The month of May not only brings Spring flowers and the (unofficial) start to wedding season, but it’s also graduation time as high schools, colleges, and universities prepare to move students along to the next chapters of their lives.
The ceremonies taking place in the coming weeks at schools across the country mark a significant milestone for students and their families. As such, it’s important that everyone be able to share in the experience.
According to the Hearing Loss Association of America, one in five Americans experience hearing loss, as do one in three people aged 65 and older. Additionally, nearly 15 percent of school-aged children (ages 6-19) have some degree of hearing loss. So it’s no surprise that someone in every audience has some level of hearing difficulty and can benefit from captions. It might be grandparents or parents, friends or relatives for whom English is not their first language, or folks simply unfortunate enough to be sitting near others who decide to chit-chat through the entire ceremony. Providing captions at commencements gives access to anyone — and not just those in the deaf and hard-of-hearing community — unable to hear the ceremony.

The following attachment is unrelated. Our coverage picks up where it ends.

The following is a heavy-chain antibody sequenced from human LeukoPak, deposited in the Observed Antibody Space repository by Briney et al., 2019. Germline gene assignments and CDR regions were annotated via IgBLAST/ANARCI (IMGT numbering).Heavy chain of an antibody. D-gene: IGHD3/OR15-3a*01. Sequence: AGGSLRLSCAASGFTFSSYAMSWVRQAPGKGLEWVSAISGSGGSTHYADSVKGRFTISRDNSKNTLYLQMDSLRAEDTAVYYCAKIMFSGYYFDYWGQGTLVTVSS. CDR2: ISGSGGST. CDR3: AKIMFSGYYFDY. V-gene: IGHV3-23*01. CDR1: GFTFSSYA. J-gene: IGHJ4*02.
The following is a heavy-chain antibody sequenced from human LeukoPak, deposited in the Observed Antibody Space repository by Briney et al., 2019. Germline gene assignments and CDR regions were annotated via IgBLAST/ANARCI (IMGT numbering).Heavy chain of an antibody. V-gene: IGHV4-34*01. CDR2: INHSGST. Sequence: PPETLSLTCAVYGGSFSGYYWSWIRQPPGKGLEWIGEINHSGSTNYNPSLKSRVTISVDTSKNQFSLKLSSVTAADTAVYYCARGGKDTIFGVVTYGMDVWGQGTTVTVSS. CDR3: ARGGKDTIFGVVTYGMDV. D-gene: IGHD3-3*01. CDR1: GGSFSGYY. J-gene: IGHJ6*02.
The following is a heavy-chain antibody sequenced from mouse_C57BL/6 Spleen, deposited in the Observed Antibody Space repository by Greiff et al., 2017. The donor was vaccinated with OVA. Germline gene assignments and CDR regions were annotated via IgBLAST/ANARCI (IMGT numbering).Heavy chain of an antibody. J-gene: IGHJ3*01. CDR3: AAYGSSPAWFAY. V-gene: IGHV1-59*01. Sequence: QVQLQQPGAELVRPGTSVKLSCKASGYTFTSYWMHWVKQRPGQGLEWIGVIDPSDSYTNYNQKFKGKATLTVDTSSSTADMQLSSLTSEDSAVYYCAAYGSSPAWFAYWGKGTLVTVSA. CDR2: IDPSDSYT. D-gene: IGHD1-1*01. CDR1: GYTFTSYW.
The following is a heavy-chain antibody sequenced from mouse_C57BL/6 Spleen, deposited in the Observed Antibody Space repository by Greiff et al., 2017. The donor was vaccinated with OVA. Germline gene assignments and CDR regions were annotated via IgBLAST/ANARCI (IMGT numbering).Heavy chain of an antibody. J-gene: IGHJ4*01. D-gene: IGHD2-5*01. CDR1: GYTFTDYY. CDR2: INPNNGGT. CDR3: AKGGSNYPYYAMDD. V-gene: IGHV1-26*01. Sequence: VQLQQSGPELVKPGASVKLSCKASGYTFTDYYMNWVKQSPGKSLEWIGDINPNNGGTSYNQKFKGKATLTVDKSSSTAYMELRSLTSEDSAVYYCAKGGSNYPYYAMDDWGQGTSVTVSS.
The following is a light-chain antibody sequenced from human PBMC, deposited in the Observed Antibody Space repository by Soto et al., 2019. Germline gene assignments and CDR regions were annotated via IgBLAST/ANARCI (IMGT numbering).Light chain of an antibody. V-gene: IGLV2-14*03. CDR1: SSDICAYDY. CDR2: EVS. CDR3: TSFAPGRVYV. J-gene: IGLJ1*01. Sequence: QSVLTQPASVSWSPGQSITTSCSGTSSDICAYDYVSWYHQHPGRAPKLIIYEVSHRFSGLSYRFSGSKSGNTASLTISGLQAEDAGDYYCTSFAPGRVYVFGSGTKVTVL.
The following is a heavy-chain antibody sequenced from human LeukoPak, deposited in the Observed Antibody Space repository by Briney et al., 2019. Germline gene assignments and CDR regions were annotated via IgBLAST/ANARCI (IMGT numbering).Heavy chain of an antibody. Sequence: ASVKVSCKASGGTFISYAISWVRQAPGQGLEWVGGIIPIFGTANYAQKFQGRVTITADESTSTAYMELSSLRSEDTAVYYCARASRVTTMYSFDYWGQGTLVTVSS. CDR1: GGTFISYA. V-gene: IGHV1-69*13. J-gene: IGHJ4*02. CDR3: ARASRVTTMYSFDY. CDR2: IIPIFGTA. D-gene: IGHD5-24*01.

Adding closed captioning to commencements ensures that every speech, every name, and every remark receives its due on the event’s display screen or the audience members’ personal mobile devices.
The process is simple: captioners work remotely, “writing” up to 250 words per minute, and sending the information to the event’s encoder, where it displays on the event screens, or to a third-party system that creates a unique URL for the streaming captions. The captioners receive pertinent information, such as speeches, song lyrics, and graduate names, in advance, so that they can simply hit a button to make each display at the appropriate moment. Since all the names are programmed in advance according to the event program, they display accurately even if the announcer stumbles over their pronunciation.